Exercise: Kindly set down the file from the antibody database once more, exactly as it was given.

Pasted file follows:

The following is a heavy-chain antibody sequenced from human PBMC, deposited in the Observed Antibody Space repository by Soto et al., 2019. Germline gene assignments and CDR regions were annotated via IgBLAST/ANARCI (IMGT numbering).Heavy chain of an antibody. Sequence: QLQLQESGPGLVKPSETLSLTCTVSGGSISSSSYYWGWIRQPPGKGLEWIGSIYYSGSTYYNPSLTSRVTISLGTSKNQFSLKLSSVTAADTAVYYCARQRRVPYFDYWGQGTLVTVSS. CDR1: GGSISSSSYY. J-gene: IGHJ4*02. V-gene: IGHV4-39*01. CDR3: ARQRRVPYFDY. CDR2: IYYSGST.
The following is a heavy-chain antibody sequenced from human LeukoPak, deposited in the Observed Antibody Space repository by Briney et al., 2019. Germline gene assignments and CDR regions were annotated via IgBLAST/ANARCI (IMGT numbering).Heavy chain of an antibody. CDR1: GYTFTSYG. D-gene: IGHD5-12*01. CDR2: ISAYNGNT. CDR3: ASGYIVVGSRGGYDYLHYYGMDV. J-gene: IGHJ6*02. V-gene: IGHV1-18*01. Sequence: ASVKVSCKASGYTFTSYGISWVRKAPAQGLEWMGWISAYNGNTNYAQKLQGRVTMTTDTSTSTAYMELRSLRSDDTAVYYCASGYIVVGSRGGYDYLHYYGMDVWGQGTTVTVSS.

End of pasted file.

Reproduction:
The following is a heavy-chain antibody sequenced from human PBMC, deposited in the Observed Antibody Space repository by Soto et al., 2019. Germline gene assignments and CDR regions were annotated via IgBLAST/ANARCI (IMGT numbering).Heavy chain of an antibody. Sequence: QLQLQESGPGLVKPSETLSLTCTVSGGSISSSSYYWGWIRQPPGKGLEWIGSIYYSGSTYYNPSLTSRVTISLGTSKNQFSLKLSSVTAADTAVYYCARQRRVPYFDYWGQGTLVTVSS. CDR1: GGSISSSSYY. J-gene: IGHJ4*02. V-gene: IGHV4-39*01. CDR3: ARQRRVPYFDY. CDR2: IYYSGST.
The following is a heavy-chain antibody sequenced from human LeukoPak, deposited in the Observed Antibody Space repository by Briney et al., 2019. Germline gene assignments and CDR regions were annotated via IgBLAST/ANARCI (IMGT numbering).Heavy chain of an antibody. CDR1: GYTFTSYG. D-gene: IGHD5-12*01. CDR2: ISAYNGNT. CDR3: ASGYIVVGSRGGYDYLHYYGMDV. J-gene: IGHJ6*02. V-gene: IGHV1-18*01. Sequence: ASVKVSCKASGYTFTSYGISWVRKAPAQGLEWMGWISAYNGNTNYAQKLQGRVTMTTDTSTSTAYMELRSLRSDDTAVYYCASGYIVVGSRGGYDYLHYYGMDVWGQGTTVTVSS.